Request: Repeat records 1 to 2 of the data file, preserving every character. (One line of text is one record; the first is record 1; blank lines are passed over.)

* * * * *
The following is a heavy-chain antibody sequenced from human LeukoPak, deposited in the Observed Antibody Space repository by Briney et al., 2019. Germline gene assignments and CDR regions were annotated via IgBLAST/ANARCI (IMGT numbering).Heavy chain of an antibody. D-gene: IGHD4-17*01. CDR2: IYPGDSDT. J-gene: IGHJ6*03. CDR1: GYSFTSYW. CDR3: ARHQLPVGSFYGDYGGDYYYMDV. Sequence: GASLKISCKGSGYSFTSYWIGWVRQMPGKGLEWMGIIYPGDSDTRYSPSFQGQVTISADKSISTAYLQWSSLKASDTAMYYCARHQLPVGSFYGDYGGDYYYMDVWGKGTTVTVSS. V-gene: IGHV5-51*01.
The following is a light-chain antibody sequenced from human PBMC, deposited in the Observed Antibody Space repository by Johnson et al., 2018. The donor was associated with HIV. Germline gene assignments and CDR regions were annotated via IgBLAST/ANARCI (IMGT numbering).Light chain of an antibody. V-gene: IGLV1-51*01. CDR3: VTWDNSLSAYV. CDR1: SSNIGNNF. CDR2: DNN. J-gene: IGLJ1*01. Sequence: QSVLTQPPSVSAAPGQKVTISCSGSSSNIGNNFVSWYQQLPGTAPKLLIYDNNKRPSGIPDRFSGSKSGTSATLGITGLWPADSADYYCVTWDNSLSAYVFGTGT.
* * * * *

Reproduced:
The following is a heavy-chain antibody sequenced from human LeukoPak, deposited in the Observed Antibody Space repository by Briney et al., 2019. Germline gene assignments and CDR regions were annotated via IgBLAST/ANARCI (IMGT numbering).Heavy chain of an antibody. D-gene: IGHD4-17*01. CDR2: IYPGDSDT. J-gene: IGHJ6*03. CDR1: GYSFTSYW. CDR3: ARHQLPVGSFYGDYGGDYYYMDV. Sequence: GASLKISCKGSGYSFTSYWIGWVRQMPGKGLEWMGIIYPGDSDTRYSPSFQGQVTISADKSISTAYLQWSSLKASDTAMYYCARHQLPVGSFYGDYGGDYYYMDVWGKGTTVTVSS. V-gene: IGHV5-51*01.
The following is a light-chain antibody sequenced from human PBMC, deposited in the Observed Antibody Space repository by Johnson et al., 2018. The donor was associated with HIV. Germline gene assignments and CDR regions were annotated via IgBLAST/ANARCI (IMGT numbering).Light chain of an antibody. V-gene: IGLV1-51*01. CDR3: VTWDNSLSAYV. CDR1: SSNIGNNF. CDR2: DNN. J-gene: IGLJ1*01. Sequence: QSVLTQPPSVSAAPGQKVTISCSGSSSNIGNNFVSWYQQLPGTAPKLLIYDNNKRPSGIPDRFSGSKSGTSATLGITGLWPADSADYYCVTWDNSLSAYVFGTGT.